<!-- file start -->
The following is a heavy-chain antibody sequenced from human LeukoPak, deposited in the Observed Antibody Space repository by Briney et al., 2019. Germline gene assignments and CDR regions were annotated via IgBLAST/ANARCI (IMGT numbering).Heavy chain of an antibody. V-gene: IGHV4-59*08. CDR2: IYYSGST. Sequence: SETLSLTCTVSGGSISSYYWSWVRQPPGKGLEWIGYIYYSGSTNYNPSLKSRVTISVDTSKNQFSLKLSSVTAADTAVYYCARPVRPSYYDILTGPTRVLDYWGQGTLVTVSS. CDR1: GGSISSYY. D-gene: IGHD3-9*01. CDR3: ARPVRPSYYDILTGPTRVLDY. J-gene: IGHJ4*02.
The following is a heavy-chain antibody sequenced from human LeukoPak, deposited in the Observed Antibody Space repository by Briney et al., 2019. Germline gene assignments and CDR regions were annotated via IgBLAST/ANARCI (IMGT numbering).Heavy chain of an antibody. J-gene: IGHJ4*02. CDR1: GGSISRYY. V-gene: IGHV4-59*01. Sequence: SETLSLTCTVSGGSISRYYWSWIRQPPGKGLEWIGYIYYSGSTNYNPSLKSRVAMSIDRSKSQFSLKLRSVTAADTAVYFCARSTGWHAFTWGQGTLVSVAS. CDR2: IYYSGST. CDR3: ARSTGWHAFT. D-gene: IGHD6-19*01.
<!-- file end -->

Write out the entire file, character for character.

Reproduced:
The following is a heavy-chain antibody sequenced from human LeukoPak, deposited in the Observed Antibody Space repository by Briney et al., 2019. Germline gene assignments and CDR regions were annotated via IgBLAST/ANARCI (IMGT numbering).Heavy chain of an antibody. V-gene: IGHV4-59*08. CDR2: IYYSGST. Sequence: SETLSLTCTVSGGSISSYYWSWVRQPPGKGLEWIGYIYYSGSTNYNPSLKSRVTISVDTSKNQFSLKLSSVTAADTAVYYCARPVRPSYYDILTGPTRVLDYWGQGTLVTVSS. CDR1: GGSISSYY. D-gene: IGHD3-9*01. CDR3: ARPVRPSYYDILTGPTRVLDY. J-gene: IGHJ4*02.
The following is a heavy-chain antibody sequenced from human LeukoPak, deposited in the Observed Antibody Space repository by Briney et al., 2019. Germline gene assignments and CDR regions were annotated via IgBLAST/ANARCI (IMGT numbering).Heavy chain of an antibody. J-gene: IGHJ4*02. CDR1: GGSISRYY. V-gene: IGHV4-59*01. Sequence: SETLSLTCTVSGGSISRYYWSWIRQPPGKGLEWIGYIYYSGSTNYNPSLKSRVAMSIDRSKSQFSLKLRSVTAADTAVYFCARSTGWHAFTWGQGTLVSVAS. CDR2: IYYSGST. CDR3: ARSTGWHAFT. D-gene: IGHD6-19*01.